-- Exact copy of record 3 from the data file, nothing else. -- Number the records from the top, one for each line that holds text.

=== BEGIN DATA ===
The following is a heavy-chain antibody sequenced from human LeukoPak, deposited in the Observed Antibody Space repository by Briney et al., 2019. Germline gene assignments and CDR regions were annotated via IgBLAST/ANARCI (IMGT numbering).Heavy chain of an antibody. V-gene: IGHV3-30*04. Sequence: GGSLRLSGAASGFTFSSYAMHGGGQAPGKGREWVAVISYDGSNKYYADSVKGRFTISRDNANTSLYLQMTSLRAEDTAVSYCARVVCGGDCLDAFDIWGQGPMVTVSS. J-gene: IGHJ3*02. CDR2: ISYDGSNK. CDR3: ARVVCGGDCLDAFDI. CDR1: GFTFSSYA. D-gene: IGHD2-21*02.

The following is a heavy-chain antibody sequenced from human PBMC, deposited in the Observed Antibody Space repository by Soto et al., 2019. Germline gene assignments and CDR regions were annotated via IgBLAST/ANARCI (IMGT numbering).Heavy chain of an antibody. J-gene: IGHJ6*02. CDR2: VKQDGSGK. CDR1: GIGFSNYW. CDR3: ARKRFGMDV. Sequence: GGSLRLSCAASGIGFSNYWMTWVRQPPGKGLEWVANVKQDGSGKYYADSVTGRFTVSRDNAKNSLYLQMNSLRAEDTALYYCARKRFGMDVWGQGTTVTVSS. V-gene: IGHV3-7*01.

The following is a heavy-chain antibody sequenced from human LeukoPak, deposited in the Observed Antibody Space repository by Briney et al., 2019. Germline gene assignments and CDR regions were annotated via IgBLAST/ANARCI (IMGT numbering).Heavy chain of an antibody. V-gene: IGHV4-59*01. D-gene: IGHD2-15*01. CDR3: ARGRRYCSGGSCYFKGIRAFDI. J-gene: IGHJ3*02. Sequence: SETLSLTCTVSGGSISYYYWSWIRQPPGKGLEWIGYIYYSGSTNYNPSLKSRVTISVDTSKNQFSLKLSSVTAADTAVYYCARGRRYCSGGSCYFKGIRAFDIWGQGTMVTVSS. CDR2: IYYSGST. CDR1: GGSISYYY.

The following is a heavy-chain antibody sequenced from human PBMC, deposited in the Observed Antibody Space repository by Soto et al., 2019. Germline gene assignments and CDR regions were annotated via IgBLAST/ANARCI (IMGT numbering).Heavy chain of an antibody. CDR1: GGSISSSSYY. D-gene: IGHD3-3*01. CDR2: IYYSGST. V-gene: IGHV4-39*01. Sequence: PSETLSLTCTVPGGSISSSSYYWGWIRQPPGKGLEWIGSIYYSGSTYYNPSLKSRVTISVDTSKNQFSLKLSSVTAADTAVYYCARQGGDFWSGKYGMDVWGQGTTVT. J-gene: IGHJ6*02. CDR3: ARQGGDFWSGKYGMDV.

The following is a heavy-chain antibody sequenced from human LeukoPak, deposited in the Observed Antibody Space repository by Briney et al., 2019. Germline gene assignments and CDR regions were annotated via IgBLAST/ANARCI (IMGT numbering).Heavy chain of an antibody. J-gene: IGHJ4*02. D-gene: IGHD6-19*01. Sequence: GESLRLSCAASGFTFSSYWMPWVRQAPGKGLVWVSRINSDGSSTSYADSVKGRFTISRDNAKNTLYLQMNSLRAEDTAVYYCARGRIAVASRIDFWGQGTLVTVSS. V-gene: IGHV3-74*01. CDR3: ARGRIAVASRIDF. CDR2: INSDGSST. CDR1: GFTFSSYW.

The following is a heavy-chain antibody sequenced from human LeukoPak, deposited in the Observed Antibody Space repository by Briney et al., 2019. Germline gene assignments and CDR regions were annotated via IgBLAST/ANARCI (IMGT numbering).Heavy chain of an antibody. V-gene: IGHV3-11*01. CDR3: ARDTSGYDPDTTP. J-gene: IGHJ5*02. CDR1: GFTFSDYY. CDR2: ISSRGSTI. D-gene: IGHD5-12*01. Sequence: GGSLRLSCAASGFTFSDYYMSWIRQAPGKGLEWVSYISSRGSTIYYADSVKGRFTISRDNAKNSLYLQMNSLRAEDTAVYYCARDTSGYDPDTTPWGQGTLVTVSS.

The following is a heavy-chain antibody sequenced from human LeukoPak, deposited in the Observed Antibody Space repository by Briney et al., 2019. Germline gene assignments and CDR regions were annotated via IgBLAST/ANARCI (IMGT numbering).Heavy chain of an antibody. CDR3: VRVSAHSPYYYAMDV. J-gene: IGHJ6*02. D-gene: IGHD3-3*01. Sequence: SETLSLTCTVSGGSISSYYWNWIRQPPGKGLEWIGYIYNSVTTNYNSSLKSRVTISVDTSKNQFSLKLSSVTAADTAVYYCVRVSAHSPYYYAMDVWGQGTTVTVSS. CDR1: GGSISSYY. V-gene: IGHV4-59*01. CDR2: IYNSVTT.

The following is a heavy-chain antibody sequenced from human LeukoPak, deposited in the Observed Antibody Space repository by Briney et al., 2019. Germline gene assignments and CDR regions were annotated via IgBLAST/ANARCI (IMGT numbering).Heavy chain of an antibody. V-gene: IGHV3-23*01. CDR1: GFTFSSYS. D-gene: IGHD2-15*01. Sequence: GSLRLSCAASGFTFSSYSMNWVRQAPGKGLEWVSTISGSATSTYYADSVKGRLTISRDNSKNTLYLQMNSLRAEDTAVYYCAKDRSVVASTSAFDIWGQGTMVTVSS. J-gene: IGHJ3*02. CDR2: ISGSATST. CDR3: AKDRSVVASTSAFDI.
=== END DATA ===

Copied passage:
The following is a heavy-chain antibody sequenced from human LeukoPak, deposited in the Observed Antibody Space repository by Briney et al., 2019. Germline gene assignments and CDR regions were annotated via IgBLAST/ANARCI (IMGT numbering).Heavy chain of an antibody. V-gene: IGHV4-59*01. D-gene: IGHD2-15*01. CDR3: ARGRRYCSGGSCYFKGIRAFDI. J-gene: IGHJ3*02. Sequence: SETLSLTCTVSGGSISYYYWSWIRQPPGKGLEWIGYIYYSGSTNYNPSLKSRVTISVDTSKNQFSLKLSSVTAADTAVYYCARGRRYCSGGSCYFKGIRAFDIWGQGTMVTVSS. CDR2: IYYSGST. CDR1: GGSISYYY.